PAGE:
The first is their sheer size; loaded spray planes at the beginning of each load are not highly maneuverable and can’t out climb 360 foot turbines!
The second is the turbulence generated downwind of the blades, which, if not given a wide berth could force a loaded aircraft to the ground.
As the support structures are relatively narrow and the blades height above ground 120 feet, turbines adjacent to the field would likely prove a greater hazard than those in the field itself. Our turns would be wider to avoid downwind turbulence and therefore it would take longer to complete the job.
Prices for applications involving wind turbines would likely be higher to reflect both lost time scouting and spraying, as well as, the lower margin of pilot safety working around wind turbines entails.
How can an aerial applicator applying a fungicide at 4 gallons per acre achieve the same results as a ground applicator applying 20 gallons per acre?
The primary reason is the large amount of spray droplets per square inch generated by the aircraft's superior speed. If a ground applicator could drive his sprayer at 135 mph, he wouldn't need 20 gallons per acre! A secondary reason is the same pressure difference between the top and bottom portion of the wing that causes lift, drives spray into the crop canopy. This, combined with the weight of a heavily loaded airplane in ground effect, provides excellent penetration of the crop canopy. Excellent Coverage combined with Zero Soil Compaction = A Clear Choice!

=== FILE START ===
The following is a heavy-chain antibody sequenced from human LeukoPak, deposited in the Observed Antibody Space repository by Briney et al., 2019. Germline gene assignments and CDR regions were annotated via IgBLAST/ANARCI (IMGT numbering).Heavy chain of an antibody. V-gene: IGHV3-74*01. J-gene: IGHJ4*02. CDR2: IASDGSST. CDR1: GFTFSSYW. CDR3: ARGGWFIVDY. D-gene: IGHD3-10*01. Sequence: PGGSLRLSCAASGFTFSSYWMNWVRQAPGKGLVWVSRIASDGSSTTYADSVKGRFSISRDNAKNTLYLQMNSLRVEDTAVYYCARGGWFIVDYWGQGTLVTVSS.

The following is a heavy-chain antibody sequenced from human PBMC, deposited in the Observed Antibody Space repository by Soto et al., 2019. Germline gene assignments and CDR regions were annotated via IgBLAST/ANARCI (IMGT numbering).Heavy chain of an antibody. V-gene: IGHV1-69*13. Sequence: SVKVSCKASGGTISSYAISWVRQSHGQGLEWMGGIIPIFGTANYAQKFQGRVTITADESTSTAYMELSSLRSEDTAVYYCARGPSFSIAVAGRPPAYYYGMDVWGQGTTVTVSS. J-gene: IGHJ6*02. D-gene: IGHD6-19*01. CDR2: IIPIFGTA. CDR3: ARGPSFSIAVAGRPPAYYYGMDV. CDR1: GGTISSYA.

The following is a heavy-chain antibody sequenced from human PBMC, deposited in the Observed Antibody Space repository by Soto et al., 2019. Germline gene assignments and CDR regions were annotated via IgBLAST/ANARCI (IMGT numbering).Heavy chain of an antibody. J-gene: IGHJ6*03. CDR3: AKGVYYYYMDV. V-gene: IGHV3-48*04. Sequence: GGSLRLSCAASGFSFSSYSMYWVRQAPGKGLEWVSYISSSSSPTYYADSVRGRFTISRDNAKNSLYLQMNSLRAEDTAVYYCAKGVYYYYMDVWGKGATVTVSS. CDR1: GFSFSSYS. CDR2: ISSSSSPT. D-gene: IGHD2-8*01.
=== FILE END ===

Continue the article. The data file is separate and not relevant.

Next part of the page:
When I purchase Crop Protection Products from FCA are my Chemical Company Program Rebates credited?
Yes, we submit sales transactions to Ag Collect on August, September and November 1st.
What information do you need from me when I book acres?
This varies depending on whether the application involves herbicides, fungicides, or insecticides but generally we find the following information helpful:
The bottom line is, the more information we have, the higher quality job we can do for you!
If you have a question(s) about our company or any aspect of aerial application please contact firstname.lastname@example.org and we will reply A.S.A.P.